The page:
Scotland

Firefighters urged to reject four-year pay deal

Scottish Fire and Rescue

Scottish firefighters are to be balloted on a new pay offer, with their union urging them to reject it.

The Scottish Fire and Rescue Service (SFRS) has offered a pay rise over four years.

But the Fire Brigades Union (FBU) wants it to remove demands that firefighters be prepared to attend non-emergency accident calls.

The SFRS said firefighters must take on a broadened role in supporting vulnerable people.

The union said this could include being called out to help an elderly person who had fallen in their home.

Chris McGlone, FBU executive council member for Scotland said: "We have had a case recently when an appliance was outside of someone's home for five hours because no health or social care help was available.

"This has a clear implication for our ability to deal with emergency calls."

Firefighters would see their basic pay rise in stages from October 2019 to July 2022 by 14.74% compound, with an overall increase from July 2019 to July 2022 of 17% compound.

The original pay offer from SFRS was rejected by union members in July.

The new deal is to be put to FBU members in a ballot in January, and if it is rejected, it is likely there will be a move to a further ballot for industrial action.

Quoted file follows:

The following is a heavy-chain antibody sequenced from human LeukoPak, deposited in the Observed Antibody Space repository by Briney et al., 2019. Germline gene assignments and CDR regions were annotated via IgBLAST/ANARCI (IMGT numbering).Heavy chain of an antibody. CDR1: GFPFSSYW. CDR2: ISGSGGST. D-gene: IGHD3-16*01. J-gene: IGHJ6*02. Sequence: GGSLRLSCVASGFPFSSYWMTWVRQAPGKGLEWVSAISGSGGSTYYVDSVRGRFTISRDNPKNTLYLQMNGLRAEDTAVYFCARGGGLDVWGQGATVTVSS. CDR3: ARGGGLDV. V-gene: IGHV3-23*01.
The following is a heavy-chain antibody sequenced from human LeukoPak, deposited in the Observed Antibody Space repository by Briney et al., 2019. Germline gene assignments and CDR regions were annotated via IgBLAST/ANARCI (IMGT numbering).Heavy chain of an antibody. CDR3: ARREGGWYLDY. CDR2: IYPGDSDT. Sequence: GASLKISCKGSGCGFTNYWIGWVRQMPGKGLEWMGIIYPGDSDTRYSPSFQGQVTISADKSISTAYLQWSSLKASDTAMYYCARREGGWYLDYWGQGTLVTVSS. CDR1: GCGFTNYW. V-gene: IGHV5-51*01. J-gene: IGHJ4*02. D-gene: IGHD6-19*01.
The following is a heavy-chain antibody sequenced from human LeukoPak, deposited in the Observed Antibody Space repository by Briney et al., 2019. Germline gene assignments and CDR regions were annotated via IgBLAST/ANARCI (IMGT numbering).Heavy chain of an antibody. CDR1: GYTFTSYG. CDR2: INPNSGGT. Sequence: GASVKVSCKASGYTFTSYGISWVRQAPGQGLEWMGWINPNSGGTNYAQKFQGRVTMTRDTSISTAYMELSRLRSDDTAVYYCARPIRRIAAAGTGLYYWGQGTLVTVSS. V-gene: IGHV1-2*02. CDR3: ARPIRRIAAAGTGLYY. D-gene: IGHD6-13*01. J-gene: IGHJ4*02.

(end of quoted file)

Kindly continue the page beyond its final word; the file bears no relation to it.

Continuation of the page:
Mr McGlone said while negotiations in Scotland were separate from those in England, Wales and Northern Ireland, pay talks there had broken down, which could lead to UK-wide action.

'Broadening role'

Image copyright PA Media
Image caption Firefighters at the national training centre in Cambuslang

The chief officer of the Scottish Fire and Rescue Service, Martin Blunden, said the pay offer would mean a firefighter would receive a basic salary of £35,734 by July 2022.

He added: "The pay offer for our staff has always been linked to the broadening of our role in helping to meet the new challenges our communities face and to ensure we keep the people of Scotland safe.

"Providing a slips, trips and falls response is a critical development in supporting the most vulnerable people in our communities. Our position, from the start of negotiations with the FBU, has been that a falls response has to be included within the broadened role."

He added: "We believe this remains the best possible pay offer and that we have included all of the necessary safeguards and control measures to ensure the broadened role can be delivered successfully and safely in Scotland."